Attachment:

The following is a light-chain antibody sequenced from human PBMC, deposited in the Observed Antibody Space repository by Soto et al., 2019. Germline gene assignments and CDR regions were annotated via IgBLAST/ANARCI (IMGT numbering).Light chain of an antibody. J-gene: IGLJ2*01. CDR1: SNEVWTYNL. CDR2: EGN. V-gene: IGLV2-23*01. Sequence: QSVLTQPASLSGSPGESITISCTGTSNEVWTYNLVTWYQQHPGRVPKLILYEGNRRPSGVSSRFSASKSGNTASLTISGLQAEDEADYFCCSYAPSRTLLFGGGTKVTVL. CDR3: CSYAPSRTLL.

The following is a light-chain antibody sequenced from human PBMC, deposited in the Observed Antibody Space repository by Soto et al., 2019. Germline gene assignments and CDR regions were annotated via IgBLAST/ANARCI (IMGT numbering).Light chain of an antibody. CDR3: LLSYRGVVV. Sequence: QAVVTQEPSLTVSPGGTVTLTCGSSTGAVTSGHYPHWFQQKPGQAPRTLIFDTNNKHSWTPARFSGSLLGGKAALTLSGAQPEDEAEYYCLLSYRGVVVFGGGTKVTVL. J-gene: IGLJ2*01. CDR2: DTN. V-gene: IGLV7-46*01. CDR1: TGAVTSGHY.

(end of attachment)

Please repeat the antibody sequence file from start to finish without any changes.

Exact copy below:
The following is a light-chain antibody sequenced from human PBMC, deposited in the Observed Antibody Space repository by Soto et al., 2019. Germline gene assignments and CDR regions were annotated via IgBLAST/ANARCI (IMGT numbering).Light chain of an antibody. J-gene: IGLJ2*01. CDR1: SNEVWTYNL. CDR2: EGN. V-gene: IGLV2-23*01. Sequence: QSVLTQPASLSGSPGESITISCTGTSNEVWTYNLVTWYQQHPGRVPKLILYEGNRRPSGVSSRFSASKSGNTASLTISGLQAEDEADYFCCSYAPSRTLLFGGGTKVTVL. CDR3: CSYAPSRTLL.

The following is a light-chain antibody sequenced from human PBMC, deposited in the Observed Antibody Space repository by Soto et al., 2019. Germline gene assignments and CDR regions were annotated via IgBLAST/ANARCI (IMGT numbering).Light chain of an antibody. CDR3: LLSYRGVVV. Sequence: QAVVTQEPSLTVSPGGTVTLTCGSSTGAVTSGHYPHWFQQKPGQAPRTLIFDTNNKHSWTPARFSGSLLGGKAALTLSGAQPEDEAEYYCLLSYRGVVVFGGGTKVTVL. J-gene: IGLJ2*01. CDR2: DTN. V-gene: IGLV7-46*01. CDR1: TGAVTSGHY.